AARP Eye Center
Although it’s been a while since many Floridians have had to deal with a hurricane, it’s always a good idea to be prepared. And with the 2013 hurricane season starting June 1, AARP Florida is urging our nearly 3 million Florida members to prepare for this year’s season.
Fortunately, it’s been six years without a Category 5 hurricane in Florida. But the truth is, all Floridians should be on their guard for a major storm, especially older Floridians.
To help, we have compiled several hurricane-preparedness tips to consider that are specifically tailored to Floridians 50+:
- Prepare to be self-sufficient for at least three days. While government responders will work hard to respond to a major disaster, it will take time to deliver supplies. You should be able to cope on your own for at least three days. A week would be better.
- Think about whether your health could be at risk if you lose air conditioning, fresh water, sewage service or other services. While many older people can cope just fine if there’s no electricity, others are living with health conditions that may limit their ability to tolerate heat, especially if they must exert themselves to climb stairs or carry heavy loads.
- If you may need assistance during and after a storm, register with your local special needs shelter. To register, call your county Emergency Operations Center. The phone number can be found in the Blue Pages of your phone book or at http://www.floridadisaster.org/fl_county_em.asp.
- Update your Evacuation kit. Your Evacuation kit should include your ID or Driver’s License, birth certificate; clothes, food and water (for at least three days); cash and traveler’s checks; maps of the evacuation route, alternate routes and a way to get to local shelters; and your car keys along with a full tank of gas.
- Have a Supply Kit ready. Your Supply kit should include a flashlight, first aid kit, batteries, food, water and any medications you may need for at least three days.
- Evacuate no farther than you have to. If you must evacuate, frequently 100 to 150 miles is far enough to go to get to an area less affected by the storm.Make a plan for your pets. Because many of us consider pets to be family members, we can hesitate to evacuate when necessary for fear of leaving our animals at risk.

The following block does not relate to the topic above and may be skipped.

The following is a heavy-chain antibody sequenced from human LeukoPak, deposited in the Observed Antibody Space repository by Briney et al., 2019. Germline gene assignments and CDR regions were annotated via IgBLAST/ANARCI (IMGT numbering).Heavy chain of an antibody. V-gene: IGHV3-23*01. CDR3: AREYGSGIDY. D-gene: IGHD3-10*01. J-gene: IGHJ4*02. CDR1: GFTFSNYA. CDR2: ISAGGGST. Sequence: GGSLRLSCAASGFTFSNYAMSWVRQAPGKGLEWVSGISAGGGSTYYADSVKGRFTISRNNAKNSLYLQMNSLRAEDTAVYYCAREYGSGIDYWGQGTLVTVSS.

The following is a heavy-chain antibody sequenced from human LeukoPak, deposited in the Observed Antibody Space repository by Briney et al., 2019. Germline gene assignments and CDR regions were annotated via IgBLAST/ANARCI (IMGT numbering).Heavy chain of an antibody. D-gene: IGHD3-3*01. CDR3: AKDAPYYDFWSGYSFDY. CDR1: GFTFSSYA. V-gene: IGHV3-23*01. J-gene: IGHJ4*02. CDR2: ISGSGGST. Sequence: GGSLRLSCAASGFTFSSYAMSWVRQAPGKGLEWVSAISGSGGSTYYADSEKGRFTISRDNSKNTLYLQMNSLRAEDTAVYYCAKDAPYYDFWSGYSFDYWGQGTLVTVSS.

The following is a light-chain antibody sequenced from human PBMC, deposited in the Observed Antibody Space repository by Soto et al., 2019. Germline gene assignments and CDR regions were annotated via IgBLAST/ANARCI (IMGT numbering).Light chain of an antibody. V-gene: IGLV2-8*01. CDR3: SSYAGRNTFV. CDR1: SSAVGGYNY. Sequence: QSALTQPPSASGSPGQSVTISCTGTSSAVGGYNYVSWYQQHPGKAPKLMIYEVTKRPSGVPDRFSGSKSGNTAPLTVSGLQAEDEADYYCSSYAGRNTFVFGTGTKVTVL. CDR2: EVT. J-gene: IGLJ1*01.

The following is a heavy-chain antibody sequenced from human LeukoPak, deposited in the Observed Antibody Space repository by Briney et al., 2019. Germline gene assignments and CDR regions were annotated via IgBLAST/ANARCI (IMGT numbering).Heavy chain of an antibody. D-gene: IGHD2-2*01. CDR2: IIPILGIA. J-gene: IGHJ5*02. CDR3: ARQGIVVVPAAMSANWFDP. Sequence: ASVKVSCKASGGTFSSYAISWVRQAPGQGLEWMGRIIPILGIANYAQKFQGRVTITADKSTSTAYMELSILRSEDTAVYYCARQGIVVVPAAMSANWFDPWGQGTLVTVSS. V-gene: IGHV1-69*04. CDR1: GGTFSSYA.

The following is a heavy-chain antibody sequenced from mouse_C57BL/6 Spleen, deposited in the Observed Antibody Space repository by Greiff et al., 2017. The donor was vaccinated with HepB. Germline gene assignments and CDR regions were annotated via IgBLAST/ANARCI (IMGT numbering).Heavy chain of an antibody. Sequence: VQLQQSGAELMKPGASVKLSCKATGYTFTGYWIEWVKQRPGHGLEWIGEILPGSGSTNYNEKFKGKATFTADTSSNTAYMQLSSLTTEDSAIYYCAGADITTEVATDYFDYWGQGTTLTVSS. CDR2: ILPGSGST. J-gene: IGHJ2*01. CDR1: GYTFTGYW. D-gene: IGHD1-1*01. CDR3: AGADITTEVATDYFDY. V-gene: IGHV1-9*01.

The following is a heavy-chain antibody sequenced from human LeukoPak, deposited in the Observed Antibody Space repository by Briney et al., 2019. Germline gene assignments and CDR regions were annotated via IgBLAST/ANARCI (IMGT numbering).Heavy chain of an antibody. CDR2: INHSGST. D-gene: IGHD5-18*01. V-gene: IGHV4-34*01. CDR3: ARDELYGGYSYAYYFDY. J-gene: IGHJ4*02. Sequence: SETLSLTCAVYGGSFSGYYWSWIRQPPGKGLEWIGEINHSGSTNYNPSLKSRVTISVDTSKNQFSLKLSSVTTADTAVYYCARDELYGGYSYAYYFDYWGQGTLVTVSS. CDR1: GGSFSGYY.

- Harden your home against hurricane damage now.
- Learn more: go to http://www.createthegood.org/toolkit/operation-emergency-prepare
Floridians 50+ with special health needs should register with a special needs shelter. Keep in mind that even if you need no assistance now, when you have access to electrical power and many services, your situation could change if your area loses power for days or weeks. For registration information, visit the Florida Department of Elder Affairs website at http://elderaffairs.state.fl.us/doea/disaster.php, or call 1-800-96-ELDER (1-800-963-5337).
Think you are already prepared for this hurricane season? AARP also is urging Floridians age 50+ to join others in helping their friends, neighbors and communities prepare for storms as well.
If you’re in good health, your fellow older Floridians can use your assistance.
Create The Good, via http://www.createthegood.org/diy-toolkits, will provide continuing opportunities for AARP members and other Floridians to give back to their communities through hurricane-preparedness. Viewers of the website will find step-by-step instructions on how to lend a helping hand to those in need.
Whether Florida residents have five minutes, five hours or longer, Create The Good/Operation Hurricane Prepare offers ways to engage and to make a positive difference in the lives of others.
Create The Good Toolkit
Lead a Group Activity
http://createthegood.org/sites/default/files/HurricanePrepOrganizer.pdf. - The link is correct, but the file no longer exists.
National Hurricane Center
Weather Channel’s hurricane forecast